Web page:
Field Guide: Winter Understory Trees

By Melissa Nase, Manager of Land Stewardship

With so many efforts dedicated to tracking the biggest or tallest members of our forest, I thought it was a worthy endeavor to dedicate some time to these smaller, perhaps lesser known, understory trees in our woods.  While they will never be the biggest or tallest or most majestic, they deserve accolades of their own.  Many produce fruit that are prized by birds and mammals, especially during these winter months.  Others provide habitat and cover.  And others are just simply beautiful trees, small in stature, but with intricate details that are much easier to observe up close due to their size.

Dogwood (Cornus florida)
Dogwood (Cornus florida)
A common tree in both the woodland and residential landscape, this tree is easily identified by its white spring blooms in April or May.  In the winter, however, the bark and form gives it away.  With its light tan, scaly, shallowly furrowed bark, dogwoods take on an alligator type texture.  It has a graceful, pyramidal form and is often low branching or multi-stemmed.  Later in winter, the buds of new flowers will form like little caps on the ends of the upward facing branches. 

Sassafras (Sassafras albidum)
Sassafras (Sassafras albidum)
When you find a sassafras tree, you tend to find many sassafras trees.  This is one native plant that suckers readily, sending up new shoots from its root system, forming clusters of new trees.  In the forest, they are typically found in groves, easily identified by their twisted, gnarly shaped branches.  The brown bark is deeply furrowed and forms rectangular blocks with horizontal “breaks”.

Persimmon (Diospyros virginiana)
Persimmon (Diospyros virginiana)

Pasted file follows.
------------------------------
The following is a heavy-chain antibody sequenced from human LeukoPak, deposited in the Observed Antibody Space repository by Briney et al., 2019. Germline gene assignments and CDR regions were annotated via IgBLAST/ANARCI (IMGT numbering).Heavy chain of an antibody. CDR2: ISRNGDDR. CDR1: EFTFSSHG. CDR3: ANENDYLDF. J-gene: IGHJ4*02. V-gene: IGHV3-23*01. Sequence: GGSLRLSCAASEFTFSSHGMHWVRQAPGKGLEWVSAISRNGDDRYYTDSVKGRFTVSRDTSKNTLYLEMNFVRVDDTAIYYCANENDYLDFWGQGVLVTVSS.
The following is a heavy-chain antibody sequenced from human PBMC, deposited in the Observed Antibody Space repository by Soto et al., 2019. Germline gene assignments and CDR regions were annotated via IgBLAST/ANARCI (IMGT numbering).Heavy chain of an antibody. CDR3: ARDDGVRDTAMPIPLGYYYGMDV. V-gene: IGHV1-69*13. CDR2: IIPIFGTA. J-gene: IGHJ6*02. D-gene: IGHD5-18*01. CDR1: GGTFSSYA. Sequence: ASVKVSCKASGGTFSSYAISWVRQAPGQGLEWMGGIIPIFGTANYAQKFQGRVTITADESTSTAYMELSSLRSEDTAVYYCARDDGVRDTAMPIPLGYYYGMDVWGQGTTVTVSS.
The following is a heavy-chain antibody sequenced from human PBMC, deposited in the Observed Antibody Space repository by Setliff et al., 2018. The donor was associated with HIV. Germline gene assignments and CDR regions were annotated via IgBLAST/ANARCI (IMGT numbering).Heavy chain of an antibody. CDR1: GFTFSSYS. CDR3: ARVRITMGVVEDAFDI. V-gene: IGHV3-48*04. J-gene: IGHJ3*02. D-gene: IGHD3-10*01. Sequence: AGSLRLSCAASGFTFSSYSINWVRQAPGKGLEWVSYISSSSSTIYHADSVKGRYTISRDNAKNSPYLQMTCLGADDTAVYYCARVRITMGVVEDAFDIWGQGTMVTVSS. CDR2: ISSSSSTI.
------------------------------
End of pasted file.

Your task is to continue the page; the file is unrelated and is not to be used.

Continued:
While the common persimmon is not as common at the Schuylkill Center as the two aforementioned understory trees, there are a handful of them spread throughout old meadows and fields here.  This is another tree with distinct bark:  it resembles the scales of a dogwood, but it is thicker, more deeply furrowed, and very blocky.  You may see bright orange, plum-sized fruits hanging from its bare branches from fall through the winter.  Often they are too high to reach, but you may get lucky to snag one for a snack before the wildlife does.

Pawpaw (Asimina triloba)
Pawpaw (Asimina triloba)
You may have come across a pawpaw grove on a hike in our woods and not even have realized it.  The few young groves that exist here more closely resemble sticks in the ground during the winter than a distinct cluster of trees and saplings.  Like sassafras, pawpaws spread through their underground root system, forming new trees by sending up shoots.  They can also be propagated fairly easily through seed, although pawpaw often has trouble with pollination and therefore its fruit production is often unreliable.  Pawpaws have smooth grey-brown bark that gets slightly more textured with age and dark brown buds.  They often have arching trunks and don’t branch until more mature.

Dotted Hawthorn (Crataegus punctata)
Dotted Hawthorn (Crataegus punctata)
Dotted hawthorns grow along forest edges and in old meadows and fields.  At the Schuylkill Center, they were planted in the 1960s along a fence row toward the front edge of the property to discourage trespassing.  How would a tree discourage trespassing, you may wonder.  Hawthorns have sharp spiky thorns, sometimes several inches long, which could be very painful to any passerby.  These thorns on the branches are a good way to identify the plant, as well as their bright red berries that persist through the winter as food for birds.  It has greyish bark that is irregularly ridged and furrowed.

Enjoy our January mobile field guide as you walk, hike, and play in the winter forest.  See other Field Guide posts here.

Witch Hazel

Field Guide: October Colors

By Melissa Nase, Manager of Land Stewardship

Enjoy our October mobile field guide as you walk, hike, and play in the fall forests.  See other Field Guide posts here.